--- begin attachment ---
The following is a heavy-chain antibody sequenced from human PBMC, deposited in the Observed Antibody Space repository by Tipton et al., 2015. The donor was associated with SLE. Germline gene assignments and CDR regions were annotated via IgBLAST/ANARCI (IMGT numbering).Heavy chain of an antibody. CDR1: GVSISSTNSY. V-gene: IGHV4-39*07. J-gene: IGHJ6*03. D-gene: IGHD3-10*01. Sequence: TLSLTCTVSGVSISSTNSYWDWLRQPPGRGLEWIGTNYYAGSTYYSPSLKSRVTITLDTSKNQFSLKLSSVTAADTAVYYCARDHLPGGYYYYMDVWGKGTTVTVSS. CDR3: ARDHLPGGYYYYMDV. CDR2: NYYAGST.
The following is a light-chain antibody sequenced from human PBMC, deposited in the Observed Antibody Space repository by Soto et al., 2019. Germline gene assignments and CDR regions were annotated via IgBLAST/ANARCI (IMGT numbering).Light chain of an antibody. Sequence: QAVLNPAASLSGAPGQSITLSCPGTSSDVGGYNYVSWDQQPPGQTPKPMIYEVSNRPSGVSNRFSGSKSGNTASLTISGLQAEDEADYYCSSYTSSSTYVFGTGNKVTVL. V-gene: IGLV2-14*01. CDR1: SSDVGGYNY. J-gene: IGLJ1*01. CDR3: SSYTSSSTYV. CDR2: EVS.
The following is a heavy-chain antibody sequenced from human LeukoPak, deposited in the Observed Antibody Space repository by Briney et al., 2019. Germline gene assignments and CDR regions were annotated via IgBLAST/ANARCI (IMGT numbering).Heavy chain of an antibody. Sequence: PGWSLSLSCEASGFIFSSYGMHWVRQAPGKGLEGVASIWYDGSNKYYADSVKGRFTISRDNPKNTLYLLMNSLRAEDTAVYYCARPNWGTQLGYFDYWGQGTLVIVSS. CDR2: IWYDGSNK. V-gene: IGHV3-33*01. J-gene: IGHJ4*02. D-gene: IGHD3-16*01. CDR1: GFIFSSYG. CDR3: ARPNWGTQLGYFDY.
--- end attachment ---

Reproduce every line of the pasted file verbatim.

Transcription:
The following is a heavy-chain antibody sequenced from human PBMC, deposited in the Observed Antibody Space repository by Tipton et al., 2015. The donor was associated with SLE. Germline gene assignments and CDR regions were annotated via IgBLAST/ANARCI (IMGT numbering).Heavy chain of an antibody. CDR1: GVSISSTNSY. V-gene: IGHV4-39*07. J-gene: IGHJ6*03. D-gene: IGHD3-10*01. Sequence: TLSLTCTVSGVSISSTNSYWDWLRQPPGRGLEWIGTNYYAGSTYYSPSLKSRVTITLDTSKNQFSLKLSSVTAADTAVYYCARDHLPGGYYYYMDVWGKGTTVTVSS. CDR3: ARDHLPGGYYYYMDV. CDR2: NYYAGST.
The following is a light-chain antibody sequenced from human PBMC, deposited in the Observed Antibody Space repository by Soto et al., 2019. Germline gene assignments and CDR regions were annotated via IgBLAST/ANARCI (IMGT numbering).Light chain of an antibody. Sequence: QAVLNPAASLSGAPGQSITLSCPGTSSDVGGYNYVSWDQQPPGQTPKPMIYEVSNRPSGVSNRFSGSKSGNTASLTISGLQAEDEADYYCSSYTSSSTYVFGTGNKVTVL. V-gene: IGLV2-14*01. CDR1: SSDVGGYNY. J-gene: IGLJ1*01. CDR3: SSYTSSSTYV. CDR2: EVS.
The following is a heavy-chain antibody sequenced from human LeukoPak, deposited in the Observed Antibody Space repository by Briney et al., 2019. Germline gene assignments and CDR regions were annotated via IgBLAST/ANARCI (IMGT numbering).Heavy chain of an antibody. Sequence: PGWSLSLSCEASGFIFSSYGMHWVRQAPGKGLEGVASIWYDGSNKYYADSVKGRFTISRDNPKNTLYLLMNSLRAEDTAVYYCARPNWGTQLGYFDYWGQGTLVIVSS. CDR2: IWYDGSNK. V-gene: IGHV3-33*01. J-gene: IGHJ4*02. D-gene: IGHD3-16*01. CDR1: GFIFSSYG. CDR3: ARPNWGTQLGYFDY.